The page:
Extrapulmonary Small Cell Carcinoma Clinical Presentation

Updated: Apr 16, 2015
  • Author: Irfan Maghfoor, MD; Chief Editor: Jules E Harris, MD, FACP, FRCPC  more...
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Extrapulmonary small cell carcinoma is an aggressive neoplasm that enlarges rapidly and disseminates early in the course of illness. Due to multiplicity of sites where it can arise, there are no symptoms or signs specifically attributable to extrapulmonary small cell carcinoma. Patients may present with constitutional symptoms of fatigue, weakness, fever, weight loss, and night sweats. They may also have symptoms referable to the organ of origin, for instance hematuria in cases of bladder tumor, abdominal pain with or without obstruction with small or large bowel involvement, or hoarseness with laryngeal involvement.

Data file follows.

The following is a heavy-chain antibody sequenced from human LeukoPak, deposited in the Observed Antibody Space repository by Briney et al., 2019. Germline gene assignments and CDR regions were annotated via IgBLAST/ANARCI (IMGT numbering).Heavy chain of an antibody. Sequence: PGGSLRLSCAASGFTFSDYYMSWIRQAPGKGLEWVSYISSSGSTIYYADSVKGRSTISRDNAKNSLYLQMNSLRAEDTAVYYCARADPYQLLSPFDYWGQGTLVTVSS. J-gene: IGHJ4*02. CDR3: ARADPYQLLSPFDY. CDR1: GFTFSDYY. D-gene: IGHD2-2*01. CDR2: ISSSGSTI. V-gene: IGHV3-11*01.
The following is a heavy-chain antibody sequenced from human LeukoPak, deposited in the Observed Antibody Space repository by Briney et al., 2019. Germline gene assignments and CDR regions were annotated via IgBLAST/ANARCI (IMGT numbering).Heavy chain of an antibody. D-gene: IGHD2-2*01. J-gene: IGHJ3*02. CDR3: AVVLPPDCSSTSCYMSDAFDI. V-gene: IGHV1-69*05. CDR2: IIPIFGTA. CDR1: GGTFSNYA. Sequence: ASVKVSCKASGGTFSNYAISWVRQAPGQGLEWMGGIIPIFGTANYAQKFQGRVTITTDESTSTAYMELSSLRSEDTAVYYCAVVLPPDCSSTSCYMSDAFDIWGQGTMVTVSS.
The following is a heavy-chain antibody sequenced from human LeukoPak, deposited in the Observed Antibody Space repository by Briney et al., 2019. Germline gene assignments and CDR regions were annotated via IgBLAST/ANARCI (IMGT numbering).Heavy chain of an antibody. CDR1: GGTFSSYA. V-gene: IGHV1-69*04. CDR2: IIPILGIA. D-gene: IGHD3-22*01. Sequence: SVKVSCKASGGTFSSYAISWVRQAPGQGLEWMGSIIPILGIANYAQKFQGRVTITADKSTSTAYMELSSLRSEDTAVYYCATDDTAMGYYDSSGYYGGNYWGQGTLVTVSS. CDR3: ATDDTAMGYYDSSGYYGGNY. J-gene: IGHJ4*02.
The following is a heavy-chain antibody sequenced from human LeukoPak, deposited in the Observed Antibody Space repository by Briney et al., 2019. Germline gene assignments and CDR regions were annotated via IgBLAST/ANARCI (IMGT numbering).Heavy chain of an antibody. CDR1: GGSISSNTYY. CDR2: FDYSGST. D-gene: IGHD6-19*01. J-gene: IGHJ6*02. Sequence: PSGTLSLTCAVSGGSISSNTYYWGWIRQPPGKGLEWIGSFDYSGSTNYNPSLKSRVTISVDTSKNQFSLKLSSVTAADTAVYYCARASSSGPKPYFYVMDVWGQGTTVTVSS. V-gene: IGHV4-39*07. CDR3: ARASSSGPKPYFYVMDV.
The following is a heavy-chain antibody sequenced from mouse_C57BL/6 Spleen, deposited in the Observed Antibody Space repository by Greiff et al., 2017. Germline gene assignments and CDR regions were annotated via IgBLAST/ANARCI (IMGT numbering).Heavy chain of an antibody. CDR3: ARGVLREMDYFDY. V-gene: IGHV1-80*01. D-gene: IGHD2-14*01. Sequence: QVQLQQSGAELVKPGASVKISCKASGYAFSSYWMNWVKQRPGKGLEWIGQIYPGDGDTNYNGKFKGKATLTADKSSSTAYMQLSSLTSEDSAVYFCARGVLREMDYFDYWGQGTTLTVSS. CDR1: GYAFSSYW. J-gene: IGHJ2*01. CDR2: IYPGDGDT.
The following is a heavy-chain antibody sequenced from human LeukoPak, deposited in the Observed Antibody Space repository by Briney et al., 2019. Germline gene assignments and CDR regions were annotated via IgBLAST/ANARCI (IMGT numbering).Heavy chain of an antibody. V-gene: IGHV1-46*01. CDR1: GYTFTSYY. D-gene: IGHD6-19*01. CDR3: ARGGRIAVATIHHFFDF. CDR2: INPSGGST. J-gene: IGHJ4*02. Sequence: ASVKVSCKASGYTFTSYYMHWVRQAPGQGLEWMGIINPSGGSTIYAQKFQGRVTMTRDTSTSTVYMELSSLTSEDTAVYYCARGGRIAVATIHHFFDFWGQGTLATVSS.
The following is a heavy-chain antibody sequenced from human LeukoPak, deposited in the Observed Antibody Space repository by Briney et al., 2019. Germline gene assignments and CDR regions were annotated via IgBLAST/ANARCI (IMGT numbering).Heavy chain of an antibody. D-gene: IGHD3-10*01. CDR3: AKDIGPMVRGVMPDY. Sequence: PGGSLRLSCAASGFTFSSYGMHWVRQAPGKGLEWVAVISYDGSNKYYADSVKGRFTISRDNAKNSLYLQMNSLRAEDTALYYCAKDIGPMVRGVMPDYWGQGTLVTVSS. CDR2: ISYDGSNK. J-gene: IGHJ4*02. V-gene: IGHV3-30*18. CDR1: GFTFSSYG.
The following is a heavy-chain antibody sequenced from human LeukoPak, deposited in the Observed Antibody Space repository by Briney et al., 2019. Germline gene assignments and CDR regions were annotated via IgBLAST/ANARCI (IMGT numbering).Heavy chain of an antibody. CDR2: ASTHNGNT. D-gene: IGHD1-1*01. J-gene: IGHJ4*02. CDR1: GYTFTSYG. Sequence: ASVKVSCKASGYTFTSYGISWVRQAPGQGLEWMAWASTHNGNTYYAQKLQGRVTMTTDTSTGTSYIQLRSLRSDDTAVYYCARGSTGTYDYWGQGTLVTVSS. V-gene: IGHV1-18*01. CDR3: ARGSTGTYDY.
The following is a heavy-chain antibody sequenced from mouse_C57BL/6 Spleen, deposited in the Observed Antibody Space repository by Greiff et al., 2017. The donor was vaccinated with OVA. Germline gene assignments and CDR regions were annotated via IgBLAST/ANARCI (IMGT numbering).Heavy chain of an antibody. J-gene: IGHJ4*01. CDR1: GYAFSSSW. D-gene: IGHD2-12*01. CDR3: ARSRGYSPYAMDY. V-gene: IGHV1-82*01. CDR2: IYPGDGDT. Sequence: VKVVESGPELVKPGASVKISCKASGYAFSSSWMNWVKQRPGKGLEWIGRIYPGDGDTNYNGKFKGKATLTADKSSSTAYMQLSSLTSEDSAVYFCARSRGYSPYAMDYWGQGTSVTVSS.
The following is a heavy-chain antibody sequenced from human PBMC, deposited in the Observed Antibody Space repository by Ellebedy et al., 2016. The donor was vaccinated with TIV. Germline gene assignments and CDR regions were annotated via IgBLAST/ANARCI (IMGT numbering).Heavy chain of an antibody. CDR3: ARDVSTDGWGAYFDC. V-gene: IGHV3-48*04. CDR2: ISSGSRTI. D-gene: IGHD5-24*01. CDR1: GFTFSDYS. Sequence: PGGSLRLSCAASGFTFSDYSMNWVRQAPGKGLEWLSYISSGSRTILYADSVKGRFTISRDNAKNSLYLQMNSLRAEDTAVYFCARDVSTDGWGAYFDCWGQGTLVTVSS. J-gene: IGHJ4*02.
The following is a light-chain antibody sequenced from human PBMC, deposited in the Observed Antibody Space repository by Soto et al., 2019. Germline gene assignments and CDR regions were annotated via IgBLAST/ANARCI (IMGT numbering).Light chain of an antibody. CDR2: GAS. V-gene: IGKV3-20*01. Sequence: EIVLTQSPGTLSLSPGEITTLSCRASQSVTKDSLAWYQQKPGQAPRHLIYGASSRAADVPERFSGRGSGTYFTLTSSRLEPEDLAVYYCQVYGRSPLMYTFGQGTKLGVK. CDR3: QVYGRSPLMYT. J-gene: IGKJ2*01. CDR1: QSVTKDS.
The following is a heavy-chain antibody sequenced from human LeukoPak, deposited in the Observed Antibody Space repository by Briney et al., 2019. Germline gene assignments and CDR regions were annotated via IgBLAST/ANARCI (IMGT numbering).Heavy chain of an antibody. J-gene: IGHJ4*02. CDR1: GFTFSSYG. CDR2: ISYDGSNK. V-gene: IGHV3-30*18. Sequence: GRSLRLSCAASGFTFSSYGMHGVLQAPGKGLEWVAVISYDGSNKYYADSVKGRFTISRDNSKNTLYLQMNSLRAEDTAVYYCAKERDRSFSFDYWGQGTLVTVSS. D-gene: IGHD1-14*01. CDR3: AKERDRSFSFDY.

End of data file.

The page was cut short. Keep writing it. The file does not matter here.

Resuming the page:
Physical findings are again limited by the organ system involved and may include prostatic enlargement, skin nodules in case of Merkel cell carcinoma, or enlargement of regional draining lymph nodes.

As with pulmonary small cell carcinoma, paraneoplastic syndromes have been described with extrapulmonary small cell carcinoma. Most common of these are hypercalcemia, syndrome of inappropriate secretion of antidiuretic hormone, and secretion of adrenocorticotropic hormone, and patients may present with symptoms and signs of excess calcium, hyponatremia, or corticosteroid excess depending upon the severity and rate of development of endocrine abnormality.



Etiology of extrapulmonary small cell carcinoma is unknown. While some authors have reported an association with tobacco smoking, others have not found a strong causative correlation with tobacco.